Apparently there is a book called Seeds of Destruction: The Diabolical World of Genetic Manipulation written by F. William Engdahl. It is published by an organization called Global Research. They describes themselves this way
The Global Research website was established on the 9th of September 2001, two days before the tragic events of September 11. Barely a few days later, Global Research had become a major news source on the New World Order and Washington’s “war on terrorism.”
The Global Research website describes the book thusly
This is no ordinary book about the perils of GMO. Engdahl takes the reader inside the corridors of power, into the backrooms of the science labs, behind closed doors in the corporate boardrooms. The author cogently reveals a diabolical world of profit-driven political intrigue, government corruption and coercion, where genetic manipulation and the patenting of life forms are used to gain worldwide control over food production. If the book often reads as a crime story, that should come as no surprise. For that is what it is. (my emphasis)
Basically all you need to know about this book is in the introduction, where Engdahl has a 1948 quote by US State Department senior planning official, George Kennan
“We have about 50% of the world’s wealth but only 6.3% of its population. This disparity is particularly great as between ourselves and the peoples of Asia. In this situation, we cannot fail to be the object of envy and resentment. Our real task in the coming period is to devise a pattern of relationships which will permit us to maintain this position of disparity without positive detriment to our national security. To do so,we will have to dispense with all sentimentality and day-dreaming; and our attention will have to be concentrated everywhere on our immediate national objectives.We need not deceive ourselves that we can afford today the luxury of altruism and world-benefaction.”
The doctored quote comes from a post WWII memo by Kennan called Memo PPS23. It is part of a larger analysis of U.S. post-war foreign policy. The memo begins
When Mr. Acheson first spoke to me about the Planning Staff, he said that he thought its most important function would be to try to trace the lines of development of our foreign policy as they emerged from our actions in the past, and to project them into the future, so that we could see where we were going.
During the first months of the operation of the Staff, I hesitated to undertake any such effort, because I did not feel that any of us had a broad enough view of the problems involved to lend real value to our estimate.
I have now made an effort toward a general view of the main problems of our foreign policy, and I enclose it as a Staff paper. It is far from comprehensive and doubtless contains many defects; but it is a first step toward the unified concept of foreign policy which I hope this Staff can some day help to evolve.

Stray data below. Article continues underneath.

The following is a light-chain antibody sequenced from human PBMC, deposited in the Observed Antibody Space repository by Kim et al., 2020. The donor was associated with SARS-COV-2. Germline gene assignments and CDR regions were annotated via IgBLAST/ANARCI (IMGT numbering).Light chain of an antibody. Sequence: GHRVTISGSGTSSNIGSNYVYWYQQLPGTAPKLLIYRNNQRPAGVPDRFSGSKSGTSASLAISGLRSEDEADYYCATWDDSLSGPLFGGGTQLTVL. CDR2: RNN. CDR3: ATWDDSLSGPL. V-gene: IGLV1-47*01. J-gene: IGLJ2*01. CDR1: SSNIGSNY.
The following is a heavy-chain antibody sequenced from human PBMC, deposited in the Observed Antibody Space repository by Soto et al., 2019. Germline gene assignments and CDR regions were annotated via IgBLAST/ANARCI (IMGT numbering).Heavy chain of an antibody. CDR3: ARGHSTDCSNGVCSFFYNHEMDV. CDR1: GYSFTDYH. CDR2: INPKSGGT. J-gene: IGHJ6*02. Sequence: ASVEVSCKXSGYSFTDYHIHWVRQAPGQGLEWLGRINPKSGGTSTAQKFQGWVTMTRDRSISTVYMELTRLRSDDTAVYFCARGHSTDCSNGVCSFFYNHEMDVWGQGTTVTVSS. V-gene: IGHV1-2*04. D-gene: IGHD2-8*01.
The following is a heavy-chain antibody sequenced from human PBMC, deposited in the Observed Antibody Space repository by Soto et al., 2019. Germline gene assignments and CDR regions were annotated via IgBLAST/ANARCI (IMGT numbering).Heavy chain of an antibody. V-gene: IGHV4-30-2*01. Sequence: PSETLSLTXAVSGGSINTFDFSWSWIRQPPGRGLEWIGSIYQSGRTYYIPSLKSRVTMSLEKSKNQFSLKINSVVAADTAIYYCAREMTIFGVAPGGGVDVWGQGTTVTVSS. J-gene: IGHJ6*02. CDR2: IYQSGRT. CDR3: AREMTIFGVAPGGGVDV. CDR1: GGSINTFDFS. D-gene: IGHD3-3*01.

The paper is submitted merely for information, and does not call for approval. I made no effort to clear it around the Department, since this would have changed its whole character. For this reason, I feel that if any of the views expressed should be made the basis for action in the Department, the views of the offices concerned should first be consulted.
Real sinister and diabolical, no?
But what about that introduction? Well, it it is a highly edited and totally out of context quote from the section where Kennan talks about our foreign policy in regards to Asia
It is urgently necessary that we recognize our own limitations as a moral and ideological force among the Asiatic peoples.
Our political philosophy and our patterns for living have very little applicability to masses of people in Asia. They may be all right for us, with our highly developed political traditions running back into the centuries and with our peculiarly favorable geographic position; but they are simply not practical or helpful, today, for most of the people in Asia.
This being the case, we must be very careful when we speak of exercising “leadership” in Asia. We are deceiving ourselves and others when we pretend to have the answers to the problems which agitate many of these Asiatic peoples.
Furthermore, we have about 50% of the world’s wealth but only 6.3% of its population. This disparity is particularly great as between ourselves and the peoples of Asia. In this situation, we cannot fail to be the object of envy and resentment. Our real task in the coming period is to devise a pattern of relationships which will permit us to maintain this position of disparity without positive detriment to our national security. To do so, we will have to dispense with all sentimentality and day-dreaming; and our attention will have to be concentrated everywhere on our immediate national objectives. We need not deceive ourselves that we can afford today the luxury of altruism and world-benefaction.
So, if the book starts off with a doctored quote, how honest can the rest of the book be?